Scripps National Spelling Bee
Nihar Janga and Jairam Hathwar celebrate as co-champions during the 2016 Scripps National Spelling Bee.

WASHINGTON (Diya TV) — Indian American comedian Hari Kondabolu, once famously called the Scripps Spelling Bee the ‘Indian Super Bowl‘. While funny, it was also an apt comparison. When fans tuned into ESPN last year to watch the Scripps National Spelling Bee, they were shocked by the victory of 11-year-old Nihar Janga, a fifth grader who was making his inaugural appearance in the tournament.

But for seasoned veterans of the tournament, he was hardly an enigma.

To the tight-knit community of competitors who keep track of performances in the weeks and days leading up to the tournament, Nihar was who they thought he was: a seasoned competitor with an impressive resume and a threat to win it all.

As the bee has become increasingly more competitive throughout the years, fewer winners have emerged from the shadows to hoist the trophy. The information available on competitors is nearly at the fingertips of every other competitor, and champion spellers have increasingly fit a familiar profile. For them, the bee is an all-consuming, year-round pursuit.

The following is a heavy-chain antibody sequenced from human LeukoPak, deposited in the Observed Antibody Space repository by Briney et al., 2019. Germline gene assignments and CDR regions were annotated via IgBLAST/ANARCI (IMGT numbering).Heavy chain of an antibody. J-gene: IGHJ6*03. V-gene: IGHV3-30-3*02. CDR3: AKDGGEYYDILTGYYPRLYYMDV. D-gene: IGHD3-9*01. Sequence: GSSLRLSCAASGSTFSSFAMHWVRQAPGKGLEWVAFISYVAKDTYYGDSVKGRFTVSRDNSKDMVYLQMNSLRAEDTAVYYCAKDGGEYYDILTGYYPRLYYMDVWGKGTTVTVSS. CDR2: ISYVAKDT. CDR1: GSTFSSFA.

“There’s definitely an established set of favorites, and as you have more well-known spelling bees to compete in, you have more barometers of how well people are going to do,” said Mitchell Robson, 15, who finished 7th in last year’s bee. “There’s usually one or two people you see coming out of nowhere every year, but it’s definitely very difficult to have more than that. … Last year, Nihar Janga definitely did not come of nowhere.”

Nihar was regarded as a threat because, the previous summer, he had finished second in the North South Foundation spelling bee. The nonprofit foundation hosts national competitions for Indian-Americans in a variety of academic fields. The last 10 National Spelling Bee winners have participated in the foundation’s spelling bee, and 17 of the past 21 champions have been Indian-American. Also, three of the nine kids who’ve won the South Asian Spelling Bee have gone on to win the Scripps bee.

Two years ago, Vanya Shivashankar and Gokul Venkatachalam easily withstood the pressure of being labeled co-favorites and shared the title. And last year, Nihar was co-champion with Jairam Hathwar, a seasoned speller whose older brother himself shared the title with Ansun in 2014.

For this year’s bee, which starts Tuesday, three spellers are consensus favorites: Shourav Dasari, a past North South Foundation and South Asian Spelling Bee champion whose older sister came close several times; Siyona Mishra, who won last year’s South Asian bee and finished 9th in her only National Spelling Bee appearance; and Tejas Muthusamy, who’s making his fourth appearance, with two previous top-10 finishes.

Even if one of the favorites ends up winning, the bee still has plenty of surprises. Last year, Shourav was also highly touted, but he misspelled a word and fell just short of the prime-time finals. And incase you are forgetting the youngest-ever contestant of the Scripps Spelling Bee Finals from 2016, Akash Vukoti, here he is giving Steve Harvey a run for his money: